Imagine, for example, going to the grocery store to buy a gallon of milk. You get to the checkout line, and there is one person in front of you. She, also, is buying a gallon of milk. The clerk charges her, say, $3.00 and she pays & leaves. The clerk rings up your gallon of milk, and says, "That will be $5.58" What??? This is the same SKU as the woman who just was charged $3.00. "Yeah -- but you make more money than she does, so it's only fair to charge you more for the same product, because you can afford it."

People would go postal.

The REAL problem with FICA, of course, is that some on the left want to redefine it as a welfare benefit rather than an insurance product. Once they redefine it as a welfare benefit, they will want to means test it so that high income & net worth people won't be able to collect on the insurance they've dutifully paid premiums their entire life.
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Old 03-28-2014, 08:36 AM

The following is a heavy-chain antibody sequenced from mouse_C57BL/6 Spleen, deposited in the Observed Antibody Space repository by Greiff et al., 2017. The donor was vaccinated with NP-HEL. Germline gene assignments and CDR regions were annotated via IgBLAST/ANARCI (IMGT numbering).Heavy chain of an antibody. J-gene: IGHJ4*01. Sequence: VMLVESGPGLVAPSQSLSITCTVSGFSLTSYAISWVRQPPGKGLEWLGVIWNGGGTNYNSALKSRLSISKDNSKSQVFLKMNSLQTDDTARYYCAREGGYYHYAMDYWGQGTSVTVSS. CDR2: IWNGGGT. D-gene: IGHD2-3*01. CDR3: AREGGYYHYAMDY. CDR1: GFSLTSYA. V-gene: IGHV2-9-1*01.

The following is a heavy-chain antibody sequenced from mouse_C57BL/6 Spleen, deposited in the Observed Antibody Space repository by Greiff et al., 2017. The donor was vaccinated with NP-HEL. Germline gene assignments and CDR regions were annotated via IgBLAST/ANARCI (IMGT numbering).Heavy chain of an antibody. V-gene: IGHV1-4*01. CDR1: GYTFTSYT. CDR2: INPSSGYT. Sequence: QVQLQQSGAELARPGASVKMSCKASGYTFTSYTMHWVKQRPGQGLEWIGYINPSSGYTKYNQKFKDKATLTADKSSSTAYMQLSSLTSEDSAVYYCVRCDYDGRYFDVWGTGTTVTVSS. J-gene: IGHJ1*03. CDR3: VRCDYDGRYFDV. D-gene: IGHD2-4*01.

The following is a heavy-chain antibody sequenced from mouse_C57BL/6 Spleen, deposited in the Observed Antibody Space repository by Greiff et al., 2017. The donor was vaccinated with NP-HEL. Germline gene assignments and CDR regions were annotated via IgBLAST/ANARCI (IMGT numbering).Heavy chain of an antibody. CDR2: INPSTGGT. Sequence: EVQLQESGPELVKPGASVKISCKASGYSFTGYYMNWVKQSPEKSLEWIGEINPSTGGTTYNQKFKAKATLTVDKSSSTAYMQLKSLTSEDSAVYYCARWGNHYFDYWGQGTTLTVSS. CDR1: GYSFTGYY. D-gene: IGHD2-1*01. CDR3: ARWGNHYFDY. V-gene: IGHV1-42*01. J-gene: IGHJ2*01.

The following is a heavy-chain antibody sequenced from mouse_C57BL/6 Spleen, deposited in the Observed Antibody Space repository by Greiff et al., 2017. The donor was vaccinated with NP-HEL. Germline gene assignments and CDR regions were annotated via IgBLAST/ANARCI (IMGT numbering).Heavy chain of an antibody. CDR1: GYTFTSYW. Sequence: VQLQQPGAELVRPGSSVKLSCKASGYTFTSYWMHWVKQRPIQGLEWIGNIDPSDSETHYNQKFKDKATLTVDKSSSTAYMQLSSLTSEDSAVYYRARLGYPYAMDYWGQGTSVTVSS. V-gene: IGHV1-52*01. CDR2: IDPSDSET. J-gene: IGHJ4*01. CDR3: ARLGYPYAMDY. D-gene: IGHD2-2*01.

1,026 posts, read 559,196 times
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Quote:
Originally Posted by Submariner View Post
If you like what FICA does for you, then enroll and pay into it.

Otherwise, you know your options.
Submariner, employers are required by law to withhold 7.65% from each employee’s earnings. Commencing 2014 the withholding for Social Security and Medicare will be capped at $17,000 per year. The FICA tax for Medicare at a rate of 1.45% will continue to be withheld from each employee’s earnings that exceed $17,000 each year.

Employers are required to match their employees' total taxes for FICA. Commencing 2013,in addition to matching their employees withheld FICA taxes, employers have been required to pay an additional 0.9% if their payrolls for FICA’s Medicare funding.

There are no alternate options to these requirements.

Respectfully, Supposn
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Old 03-28-2014, 08:41 AM
 
508 posts, read 527,341 times
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Quote:
Originally Posted by Supposn View Post
FICA payroll tax; our most regressive tax.
Shifting a portion of FICA payroll tax to a federal sales tax.